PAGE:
Know how to spot the signs of a concussion.
Many athletes come to our concussion clinic and simply say, “I just don’t feel like myself.” Others may have specific complaints, such as headaches or dizziness, both common signs of a concussion.
The team at the Henry Ford Kutcher Clinic for Concussion and Sports Neurology determines what’s affecting you, including any harder-to-detect symptoms. They specialize in identifying the complex physical, cognitive and emotional effects of head injuries. Getting the right concussion care as early as possible is the best way to prevent further injury and long-term damage.
Learn more about our concussion care.
When is a concussion an emergency?
If you see any of the following signs in someone who has sustained a head injury, call 911 immediately:
- Confusion or disorientation
- Enlarged or uneven pupils
- Loss of consciousness
- Numbness in any part of the body
- Persistent, worsening headache
- Repeated vomiting
- Seizures or convulsions
- Slurred speech
Do I have a concussion?
There are more than 20 indications of a concussion. If you’re an athlete who sustained an injury, you may notice symptoms yourself. If you’re a parent, coach, teacher, or athletic trainer, you may notice the signs in someone else. Concussion signs and symptoms typically fall into four categories: physical, cognitive, emotional and sleep-related.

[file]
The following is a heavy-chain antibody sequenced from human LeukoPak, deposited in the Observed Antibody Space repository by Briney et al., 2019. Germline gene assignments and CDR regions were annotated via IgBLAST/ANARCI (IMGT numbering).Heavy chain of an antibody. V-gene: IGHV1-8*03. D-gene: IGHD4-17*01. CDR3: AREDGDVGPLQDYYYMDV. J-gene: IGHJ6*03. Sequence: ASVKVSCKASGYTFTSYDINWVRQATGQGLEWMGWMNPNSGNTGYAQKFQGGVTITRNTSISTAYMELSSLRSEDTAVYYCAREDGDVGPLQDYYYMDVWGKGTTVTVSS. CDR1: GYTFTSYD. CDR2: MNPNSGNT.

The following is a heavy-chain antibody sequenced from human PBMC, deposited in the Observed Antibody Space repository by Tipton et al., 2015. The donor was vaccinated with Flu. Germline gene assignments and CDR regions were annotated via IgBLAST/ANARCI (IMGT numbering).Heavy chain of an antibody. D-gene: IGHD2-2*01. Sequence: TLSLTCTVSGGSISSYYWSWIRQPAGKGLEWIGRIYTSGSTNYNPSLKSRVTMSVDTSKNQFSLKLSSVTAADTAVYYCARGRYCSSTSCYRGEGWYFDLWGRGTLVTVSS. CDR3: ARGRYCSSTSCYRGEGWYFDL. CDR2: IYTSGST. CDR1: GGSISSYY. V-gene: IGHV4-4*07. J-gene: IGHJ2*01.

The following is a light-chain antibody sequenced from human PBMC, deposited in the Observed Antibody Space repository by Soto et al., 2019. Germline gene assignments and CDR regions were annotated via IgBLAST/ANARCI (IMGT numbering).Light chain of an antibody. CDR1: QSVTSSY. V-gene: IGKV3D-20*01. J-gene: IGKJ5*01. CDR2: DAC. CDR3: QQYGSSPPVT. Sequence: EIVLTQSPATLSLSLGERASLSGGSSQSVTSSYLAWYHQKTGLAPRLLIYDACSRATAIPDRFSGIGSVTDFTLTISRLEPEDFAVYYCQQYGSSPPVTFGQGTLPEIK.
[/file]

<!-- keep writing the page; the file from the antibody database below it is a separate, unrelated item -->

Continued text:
Post-concussion syndrome and long-term concussion effects
Post-concussion syndrome occurs when symptoms last for weeks or months after a head injury. Even with proper rest and the right treatment, the neurological effects of brain trauma persist. Headaches, dizziness and insomnia are the most common indicators of post-concussion syndrome.
Some people also experience even longer-term effects from concussions. Decades after a sports injury, fall or car accident, symptoms such as migraine headaches, memory loss and concentration problems can continue.
Chronic traumatic encephalopathy (CTE) is a neurodegenerative disease caused by repeated hits to the head. CTE changes the structure of the brain and brain tissue. The condition usually affects former athletes or military veterans. Symptoms can include behavioral issues, depression and, eventually, dementia.
Watch Dr. Jeffrey Kutcher discuss the differences between a concussion and CTE.
Our care for continued brain trauma needs
Whether you’re dealing with post-concussion syndrome or the long-term effects of concussion, such as CTE, it’s never too late to get treatment. Our concussion specialists can design a treatment plan tailored to your symptoms. Treatments may include working with our neurologist, seeing a neuropsychologist or undergoing some form of cognitive rehabilitation.
Learn more about our sports neurology clinic.